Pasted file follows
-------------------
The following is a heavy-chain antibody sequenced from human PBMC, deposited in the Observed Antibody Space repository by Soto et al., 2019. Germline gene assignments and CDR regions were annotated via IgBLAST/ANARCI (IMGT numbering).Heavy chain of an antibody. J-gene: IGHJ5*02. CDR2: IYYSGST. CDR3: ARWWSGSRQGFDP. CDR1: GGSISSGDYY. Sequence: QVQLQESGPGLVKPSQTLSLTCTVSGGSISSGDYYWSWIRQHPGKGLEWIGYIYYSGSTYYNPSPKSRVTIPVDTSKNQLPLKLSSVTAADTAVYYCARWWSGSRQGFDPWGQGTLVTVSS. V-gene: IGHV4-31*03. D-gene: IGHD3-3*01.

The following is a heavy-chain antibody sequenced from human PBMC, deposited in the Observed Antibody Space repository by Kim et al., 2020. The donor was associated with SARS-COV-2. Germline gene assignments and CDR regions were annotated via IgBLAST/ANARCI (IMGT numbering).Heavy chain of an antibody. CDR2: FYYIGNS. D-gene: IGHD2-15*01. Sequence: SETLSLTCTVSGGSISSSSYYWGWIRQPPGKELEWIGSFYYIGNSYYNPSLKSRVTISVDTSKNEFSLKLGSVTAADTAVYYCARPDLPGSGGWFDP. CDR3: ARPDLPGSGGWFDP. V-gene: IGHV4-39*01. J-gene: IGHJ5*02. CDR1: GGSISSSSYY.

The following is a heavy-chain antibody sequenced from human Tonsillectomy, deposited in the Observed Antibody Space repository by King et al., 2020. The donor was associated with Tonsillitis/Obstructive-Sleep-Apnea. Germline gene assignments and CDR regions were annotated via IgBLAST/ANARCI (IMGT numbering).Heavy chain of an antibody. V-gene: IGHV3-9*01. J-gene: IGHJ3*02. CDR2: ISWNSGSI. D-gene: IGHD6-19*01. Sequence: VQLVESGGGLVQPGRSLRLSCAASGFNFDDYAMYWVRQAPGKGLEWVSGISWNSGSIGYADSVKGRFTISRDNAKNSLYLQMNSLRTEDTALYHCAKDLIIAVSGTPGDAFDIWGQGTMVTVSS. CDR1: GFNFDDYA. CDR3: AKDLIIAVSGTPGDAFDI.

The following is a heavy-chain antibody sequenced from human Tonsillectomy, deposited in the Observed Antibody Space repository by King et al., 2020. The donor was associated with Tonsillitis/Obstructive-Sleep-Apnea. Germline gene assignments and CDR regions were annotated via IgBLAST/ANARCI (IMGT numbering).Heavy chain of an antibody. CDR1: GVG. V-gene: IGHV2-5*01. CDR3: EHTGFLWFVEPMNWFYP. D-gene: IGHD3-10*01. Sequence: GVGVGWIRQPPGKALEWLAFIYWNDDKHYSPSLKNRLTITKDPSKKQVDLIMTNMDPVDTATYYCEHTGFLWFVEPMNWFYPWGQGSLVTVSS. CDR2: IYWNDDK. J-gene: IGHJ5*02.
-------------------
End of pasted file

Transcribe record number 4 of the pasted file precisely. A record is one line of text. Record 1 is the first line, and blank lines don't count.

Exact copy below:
The following is a heavy-chain antibody sequenced from human Tonsillectomy, deposited in the Observed Antibody Space repository by King et al., 2020. The donor was associated with Tonsillitis/Obstructive-Sleep-Apnea. Germline gene assignments and CDR regions were annotated via IgBLAST/ANARCI (IMGT numbering).Heavy chain of an antibody. CDR1: GVG. V-gene: IGHV2-5*01. CDR3: EHTGFLWFVEPMNWFYP. D-gene: IGHD3-10*01. Sequence: GVGVGWIRQPPGKALEWLAFIYWNDDKHYSPSLKNRLTITKDPSKKQVDLIMTNMDPVDTATYYCEHTGFLWFVEPMNWFYPWGQGSLVTVSS. CDR2: IYWNDDK. J-gene: IGHJ5*02.